One Plus One: We’re now in week four of the Popular Assembly of the Mile-End Quarter, which meets every Thursday at 6:30 to usually 9:00 or even 9:30 p.m. at a “park” wedged between two near-highway urban streets — hence, the assembly promo always adds quotation marks to the location of “Clark Park.” The park is always bustling with dinner picnics and kids running from the “water park” fountains to the playground equipment. Cars, trucks, and motorcycles whiz by. It’s hard to hear under the best of circumstances, and like the anticapitalist assembly, the popular one necessitates whisper translation. Fortunately, it’s been not only me but three, four, or six others we need it. We huddle in a corner of the assembly circle, hardly able to hear the already-circumscribed version of the conversation (again, the “translators” are always whoever kindly volunteers and are always doing their best!). Most of us English-as-first-language folks don’t speak up, except those who can speak French but have a harder time understanding it, so need the whisper translation.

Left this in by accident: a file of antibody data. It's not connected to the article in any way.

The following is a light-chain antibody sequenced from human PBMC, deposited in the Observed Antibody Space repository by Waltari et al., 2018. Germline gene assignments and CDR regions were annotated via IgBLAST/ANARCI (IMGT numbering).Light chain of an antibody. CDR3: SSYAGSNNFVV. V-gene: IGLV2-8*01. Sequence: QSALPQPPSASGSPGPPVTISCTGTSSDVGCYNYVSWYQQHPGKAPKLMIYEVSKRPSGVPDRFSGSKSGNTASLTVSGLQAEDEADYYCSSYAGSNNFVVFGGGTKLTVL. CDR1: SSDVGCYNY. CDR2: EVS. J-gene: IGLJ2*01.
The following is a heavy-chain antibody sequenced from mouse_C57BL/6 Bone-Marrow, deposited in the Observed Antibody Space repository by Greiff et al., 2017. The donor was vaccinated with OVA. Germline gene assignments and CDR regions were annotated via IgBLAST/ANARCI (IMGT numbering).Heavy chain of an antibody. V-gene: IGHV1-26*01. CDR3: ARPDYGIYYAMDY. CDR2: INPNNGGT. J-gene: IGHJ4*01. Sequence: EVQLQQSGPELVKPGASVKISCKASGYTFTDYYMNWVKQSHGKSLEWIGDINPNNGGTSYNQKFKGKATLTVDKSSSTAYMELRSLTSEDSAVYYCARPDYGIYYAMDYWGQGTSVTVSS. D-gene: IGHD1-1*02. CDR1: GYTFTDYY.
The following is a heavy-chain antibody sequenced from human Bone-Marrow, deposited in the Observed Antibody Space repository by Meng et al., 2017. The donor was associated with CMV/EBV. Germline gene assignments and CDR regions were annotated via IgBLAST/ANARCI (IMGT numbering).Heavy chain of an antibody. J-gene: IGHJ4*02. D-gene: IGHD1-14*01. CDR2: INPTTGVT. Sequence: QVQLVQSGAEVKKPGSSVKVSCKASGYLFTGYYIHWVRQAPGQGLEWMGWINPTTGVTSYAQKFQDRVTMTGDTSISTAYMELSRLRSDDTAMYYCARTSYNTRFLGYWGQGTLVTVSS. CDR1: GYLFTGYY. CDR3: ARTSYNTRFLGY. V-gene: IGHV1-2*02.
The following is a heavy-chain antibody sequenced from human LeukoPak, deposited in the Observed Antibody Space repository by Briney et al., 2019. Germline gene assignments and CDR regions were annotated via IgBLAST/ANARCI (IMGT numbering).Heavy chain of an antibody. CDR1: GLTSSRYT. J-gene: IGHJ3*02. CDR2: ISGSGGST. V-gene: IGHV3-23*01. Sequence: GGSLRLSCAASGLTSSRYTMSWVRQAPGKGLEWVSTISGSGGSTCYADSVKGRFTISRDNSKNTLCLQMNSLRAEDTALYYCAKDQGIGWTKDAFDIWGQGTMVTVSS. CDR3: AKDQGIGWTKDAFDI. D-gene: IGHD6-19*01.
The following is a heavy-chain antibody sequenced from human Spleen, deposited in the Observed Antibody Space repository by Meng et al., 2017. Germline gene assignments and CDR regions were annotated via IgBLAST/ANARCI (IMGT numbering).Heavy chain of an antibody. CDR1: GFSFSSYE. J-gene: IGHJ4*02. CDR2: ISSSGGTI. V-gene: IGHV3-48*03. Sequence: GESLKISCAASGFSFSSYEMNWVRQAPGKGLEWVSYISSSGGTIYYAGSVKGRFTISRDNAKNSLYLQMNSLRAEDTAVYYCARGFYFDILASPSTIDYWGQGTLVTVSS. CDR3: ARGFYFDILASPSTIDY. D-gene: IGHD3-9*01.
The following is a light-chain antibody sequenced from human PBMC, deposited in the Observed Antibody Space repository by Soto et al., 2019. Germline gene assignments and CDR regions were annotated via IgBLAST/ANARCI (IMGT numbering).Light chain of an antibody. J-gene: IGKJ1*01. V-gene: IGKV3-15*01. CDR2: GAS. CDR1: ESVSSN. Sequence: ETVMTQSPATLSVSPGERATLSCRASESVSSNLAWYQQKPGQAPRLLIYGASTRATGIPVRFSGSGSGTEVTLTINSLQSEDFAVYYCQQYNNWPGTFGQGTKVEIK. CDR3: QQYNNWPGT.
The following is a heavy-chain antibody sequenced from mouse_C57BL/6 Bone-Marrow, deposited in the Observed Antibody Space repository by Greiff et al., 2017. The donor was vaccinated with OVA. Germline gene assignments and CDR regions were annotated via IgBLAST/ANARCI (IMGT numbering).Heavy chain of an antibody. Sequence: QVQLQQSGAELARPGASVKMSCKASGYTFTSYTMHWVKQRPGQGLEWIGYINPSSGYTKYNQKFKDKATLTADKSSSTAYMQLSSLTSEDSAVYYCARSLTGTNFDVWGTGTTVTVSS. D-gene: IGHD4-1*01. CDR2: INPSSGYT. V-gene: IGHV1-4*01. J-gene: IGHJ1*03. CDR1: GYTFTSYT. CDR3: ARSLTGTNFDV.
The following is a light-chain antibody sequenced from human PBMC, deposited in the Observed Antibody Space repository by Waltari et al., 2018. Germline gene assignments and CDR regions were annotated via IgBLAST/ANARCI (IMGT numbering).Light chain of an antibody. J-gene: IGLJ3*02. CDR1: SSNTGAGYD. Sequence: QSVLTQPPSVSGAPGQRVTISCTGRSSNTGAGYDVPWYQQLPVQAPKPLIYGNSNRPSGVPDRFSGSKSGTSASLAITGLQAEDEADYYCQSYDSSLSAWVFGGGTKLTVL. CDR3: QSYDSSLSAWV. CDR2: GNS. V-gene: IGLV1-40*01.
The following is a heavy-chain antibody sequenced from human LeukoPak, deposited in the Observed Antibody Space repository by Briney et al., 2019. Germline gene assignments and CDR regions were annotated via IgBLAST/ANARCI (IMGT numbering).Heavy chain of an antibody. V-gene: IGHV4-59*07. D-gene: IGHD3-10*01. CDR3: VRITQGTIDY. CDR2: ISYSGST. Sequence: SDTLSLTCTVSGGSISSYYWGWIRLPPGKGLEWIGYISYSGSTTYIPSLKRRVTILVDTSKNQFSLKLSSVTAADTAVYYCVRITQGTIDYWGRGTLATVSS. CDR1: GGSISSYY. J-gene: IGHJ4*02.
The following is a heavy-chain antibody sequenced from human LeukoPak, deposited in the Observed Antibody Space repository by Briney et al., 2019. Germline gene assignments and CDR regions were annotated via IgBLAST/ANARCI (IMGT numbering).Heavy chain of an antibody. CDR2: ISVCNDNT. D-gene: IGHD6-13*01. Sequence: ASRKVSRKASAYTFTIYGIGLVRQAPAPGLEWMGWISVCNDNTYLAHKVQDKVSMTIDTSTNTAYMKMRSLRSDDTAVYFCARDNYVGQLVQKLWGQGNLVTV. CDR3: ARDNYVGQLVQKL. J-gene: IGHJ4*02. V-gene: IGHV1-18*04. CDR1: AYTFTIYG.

Every Wednesday — well, the last two — we’ve also held a new casserole plus orchestra, or “orchestroles,” bringing instruments of all shapes and sizes along with pots and spoons mixed with good cheer and free lit/red squares together for an illegal marching band in the streets. It’s a powerful and noisy show of solidarity for the strike, and actually creates an incredibly rich and wonderful sound; the musicians are good, and the rest of us manage to make our cookware a palatable accompaniment. (One passerby this past Wednesday asked if we were from a music department, bringing songs to the neighborhoods, and another wanted to hire the horn section.) But it’s also just a whole lot of silly fun. And so it’s been an icebreaker of sorts for us. Switching and tangling up languages, or pantomiming what we mean, or simply laughing together, the past two weeks have opened up communication in a way our assemblies might never have accomplished.